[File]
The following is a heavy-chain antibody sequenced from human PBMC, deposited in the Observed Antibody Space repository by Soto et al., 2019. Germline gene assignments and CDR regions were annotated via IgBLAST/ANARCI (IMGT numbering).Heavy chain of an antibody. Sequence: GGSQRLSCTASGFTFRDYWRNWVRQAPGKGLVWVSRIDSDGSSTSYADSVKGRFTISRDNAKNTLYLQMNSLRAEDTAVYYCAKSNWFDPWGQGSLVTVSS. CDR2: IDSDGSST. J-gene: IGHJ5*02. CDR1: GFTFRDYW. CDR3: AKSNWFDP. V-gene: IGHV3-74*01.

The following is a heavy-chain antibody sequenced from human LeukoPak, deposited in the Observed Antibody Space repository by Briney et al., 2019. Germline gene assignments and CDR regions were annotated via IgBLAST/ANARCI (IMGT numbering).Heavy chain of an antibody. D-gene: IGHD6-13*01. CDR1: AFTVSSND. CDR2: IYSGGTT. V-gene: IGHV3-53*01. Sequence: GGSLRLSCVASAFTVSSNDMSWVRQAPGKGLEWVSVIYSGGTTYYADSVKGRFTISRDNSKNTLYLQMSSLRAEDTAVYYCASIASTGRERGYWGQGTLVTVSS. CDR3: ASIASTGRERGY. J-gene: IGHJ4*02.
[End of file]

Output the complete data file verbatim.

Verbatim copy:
The following is a heavy-chain antibody sequenced from human PBMC, deposited in the Observed Antibody Space repository by Soto et al., 2019. Germline gene assignments and CDR regions were annotated via IgBLAST/ANARCI (IMGT numbering).Heavy chain of an antibody. Sequence: GGSQRLSCTASGFTFRDYWRNWVRQAPGKGLVWVSRIDSDGSSTSYADSVKGRFTISRDNAKNTLYLQMNSLRAEDTAVYYCAKSNWFDPWGQGSLVTVSS. CDR2: IDSDGSST. J-gene: IGHJ5*02. CDR1: GFTFRDYW. CDR3: AKSNWFDP. V-gene: IGHV3-74*01.

The following is a heavy-chain antibody sequenced from human LeukoPak, deposited in the Observed Antibody Space repository by Briney et al., 2019. Germline gene assignments and CDR regions were annotated via IgBLAST/ANARCI (IMGT numbering).Heavy chain of an antibody. D-gene: IGHD6-13*01. CDR1: AFTVSSND. CDR2: IYSGGTT. V-gene: IGHV3-53*01. Sequence: GGSLRLSCVASAFTVSSNDMSWVRQAPGKGLEWVSVIYSGGTTYYADSVKGRFTISRDNSKNTLYLQMSSLRAEDTAVYYCASIASTGRERGYWGQGTLVTVSS. CDR3: ASIASTGRERGY. J-gene: IGHJ4*02.